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What is the difference between 1 speaker of 400 watt and 2 speakers of 200 watt? All the speakers are 12 inch.

Of course, I know the difference is mono/stereo. But I want to play in a little band including two guitars and an electrical drumset (which has to be monitored). For the guitars, we won't notice the difference. But I guess that the drumset will be bad monitored.

I own the speaker of 400 watt, and my opinion is that the 400 watt speaker is not enough and that I need an extra SubWoofer Speaker.

What would you advice? The 2 of 200 watt or the single of 400 watt?

Thanks in advance.

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  • \$\begingroup\$ Are the speakers the same physical size? Bigger speakers have lower frequency response. \$\endgroup\$ – endolith Sep 18 '11 at 18:42
  • \$\begingroup\$ @endolith: They are all 12 inch. Or do you mean something else? \$\endgroup\$ – Martijn Courteaux Sep 18 '11 at 18:58
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There are a lot of things to consider with this, especially if the two speakers are not identical. But let's assume that they are...

Theoretically, if you double the wattage then you'll get +6dB more sound level out. This is true (theoretically) regardless of if you take a single speaker from 200 to 400 watts, or go from one to two 200 watt speakers. In both cases the wattage doubles, so the sound level will rise +6dB.

In theory, theory matches practice. In practice, it doesn't.

Things are rarely so simple, and this is doubly so when it comes to sound. When you go from 1 to 2 speakers, you can get strange effects from the two speakers interfering with each other. Placement and orientation of the speakers can have a huge impact of this. In some cases, certain frequencies can completely cancel out while other frequencies will rise as much as +6dB. This is called "comb filtering". There are other related effects that could be a good thing (like a line array) or a bad thing, creating lots of really bad sound.

There is too much here to go into, but suffice it to say that if you want (effectively) a single speaker at 400 watts then that's what you should go with and not two 200 watt speakers. If you don't have that as an option, then I suggest that you place the speakers in such a way as the speaker coverage patterns don't overlap.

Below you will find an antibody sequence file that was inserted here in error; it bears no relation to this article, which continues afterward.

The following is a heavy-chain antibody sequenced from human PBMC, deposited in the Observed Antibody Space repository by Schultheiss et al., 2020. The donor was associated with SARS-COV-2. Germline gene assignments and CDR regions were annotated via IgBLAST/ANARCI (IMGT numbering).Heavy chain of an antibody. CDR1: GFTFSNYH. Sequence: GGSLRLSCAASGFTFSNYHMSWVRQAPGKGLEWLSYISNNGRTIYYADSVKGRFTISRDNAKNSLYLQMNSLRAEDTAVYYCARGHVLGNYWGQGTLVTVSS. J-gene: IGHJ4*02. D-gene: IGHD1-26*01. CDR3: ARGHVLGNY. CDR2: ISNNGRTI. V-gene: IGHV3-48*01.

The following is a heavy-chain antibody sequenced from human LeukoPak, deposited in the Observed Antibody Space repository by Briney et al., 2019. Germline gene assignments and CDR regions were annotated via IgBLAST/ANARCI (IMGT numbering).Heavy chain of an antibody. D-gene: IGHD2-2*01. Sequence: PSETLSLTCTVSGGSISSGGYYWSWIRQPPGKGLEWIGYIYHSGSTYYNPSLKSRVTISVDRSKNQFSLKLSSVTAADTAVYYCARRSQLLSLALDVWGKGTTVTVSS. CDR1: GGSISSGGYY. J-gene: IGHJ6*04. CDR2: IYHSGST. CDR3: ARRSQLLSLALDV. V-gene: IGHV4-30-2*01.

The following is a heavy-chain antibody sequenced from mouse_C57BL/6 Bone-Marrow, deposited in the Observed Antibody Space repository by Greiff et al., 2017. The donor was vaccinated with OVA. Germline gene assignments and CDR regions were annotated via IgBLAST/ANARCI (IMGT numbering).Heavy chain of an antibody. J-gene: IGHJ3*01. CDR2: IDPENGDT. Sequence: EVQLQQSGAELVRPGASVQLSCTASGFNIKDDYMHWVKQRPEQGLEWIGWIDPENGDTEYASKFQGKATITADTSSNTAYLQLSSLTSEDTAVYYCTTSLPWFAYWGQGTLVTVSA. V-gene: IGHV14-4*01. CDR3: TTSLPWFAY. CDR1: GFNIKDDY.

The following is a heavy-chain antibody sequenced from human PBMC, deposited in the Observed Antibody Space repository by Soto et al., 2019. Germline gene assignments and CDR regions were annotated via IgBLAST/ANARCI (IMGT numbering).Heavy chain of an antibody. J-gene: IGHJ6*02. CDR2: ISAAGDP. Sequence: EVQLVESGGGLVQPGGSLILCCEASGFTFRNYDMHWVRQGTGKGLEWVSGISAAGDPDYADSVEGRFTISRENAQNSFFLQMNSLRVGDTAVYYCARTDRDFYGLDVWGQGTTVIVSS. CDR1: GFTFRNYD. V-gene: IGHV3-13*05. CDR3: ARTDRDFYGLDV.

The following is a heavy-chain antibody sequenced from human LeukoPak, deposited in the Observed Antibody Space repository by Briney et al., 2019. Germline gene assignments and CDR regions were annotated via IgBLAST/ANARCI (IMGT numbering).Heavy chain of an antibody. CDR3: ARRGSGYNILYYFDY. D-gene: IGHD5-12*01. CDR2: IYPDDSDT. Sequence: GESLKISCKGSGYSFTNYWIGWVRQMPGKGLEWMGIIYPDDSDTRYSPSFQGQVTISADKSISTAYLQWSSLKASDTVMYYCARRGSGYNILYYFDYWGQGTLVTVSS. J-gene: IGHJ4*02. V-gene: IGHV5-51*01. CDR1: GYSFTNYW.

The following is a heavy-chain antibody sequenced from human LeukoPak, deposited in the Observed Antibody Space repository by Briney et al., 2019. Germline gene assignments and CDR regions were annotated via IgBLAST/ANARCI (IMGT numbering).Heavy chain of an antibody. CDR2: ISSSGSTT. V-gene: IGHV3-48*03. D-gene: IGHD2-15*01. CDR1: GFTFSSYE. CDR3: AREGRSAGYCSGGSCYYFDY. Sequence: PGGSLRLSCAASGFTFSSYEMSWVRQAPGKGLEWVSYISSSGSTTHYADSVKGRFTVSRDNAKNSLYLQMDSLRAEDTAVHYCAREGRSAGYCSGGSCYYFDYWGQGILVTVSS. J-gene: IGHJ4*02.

There is one thing that you didn't ask about, but I suspect you need to know, is how to calculate the apparent sound level given the wattage and speaker. Knowing this will greatly improve your chances of getting the right speaker/amp setup. Here are some rules/guidelines to know:

  • A 3dB change in sound level is considered "barely perceptible" to the human ear. A 6dB change in sound level is a doubling (or halving) of the power (watts), but is still considered a small change in perceived sound level.

  • If you double the distance from the speaker to the listener then the sound level will drop to 1/4th, or -12 dB.

  • Typical speech over a PA system should be somewhere in the 65 to 85 dB range. A loud rock concert might be as high as 115 dB. Movies are in the 100-105 dB range.

  • Speakers have "sensitivity ratings". A typical rating would be something like 85 dB/Watt/Meter. Meaning that if you put 1 watt into it, and measure it at 1 meter, you'll get 85 dB.

So here's what this means... Let's say that your speaker has a sensitivity of 85 dB/watt/meter, and you are 2 meters away and feeding it 1 watt. The sound you hear will be 73 dB. If you go to 2 watts then you get 79 dB. 4 watts = 85 dB. 8 watts = 91 dB. 16 watts = 97 dB. 32 watts = 103 dB. 64 watts = 109 dB. 128 watts = 115 dB.

Now if you move the speaker to 4 meters away you drop down to 103 dB. To get back up to 115 dB you need a 4x in power, or 512 watts. The point is, very quickly you get into some serious power levels for just a modest increase in sound level.

All of this is irrelevant to the topic of needing a sub woofer. If you need more low frequencies, then get a sub. If you don't, then don't.

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    \$\begingroup\$ Good on-topic answer to an off-topic question! \$\endgroup\$ – Kevin Vermeer Sep 19 '11 at 19:31
  • \$\begingroup\$ physics.stackexchange.com/a/9018/8577 says doubling the power only gives +3dB. \$\endgroup\$ – Cees Timmerman Dec 12 '13 at 11:24
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    \$\begingroup\$ Right, the 1/4 power = -12dB equation is wrong. 1/4 signal = -12dB, but 1/4 power = -6dB because there's a square relationship between signal and power and the equations are chosen to provide the same change in dB's on both sides of the aisle for the same change of the volume control. 2x signal = 4x power. \$\endgroup\$ – AaronD Jan 22 '15 at 19:48

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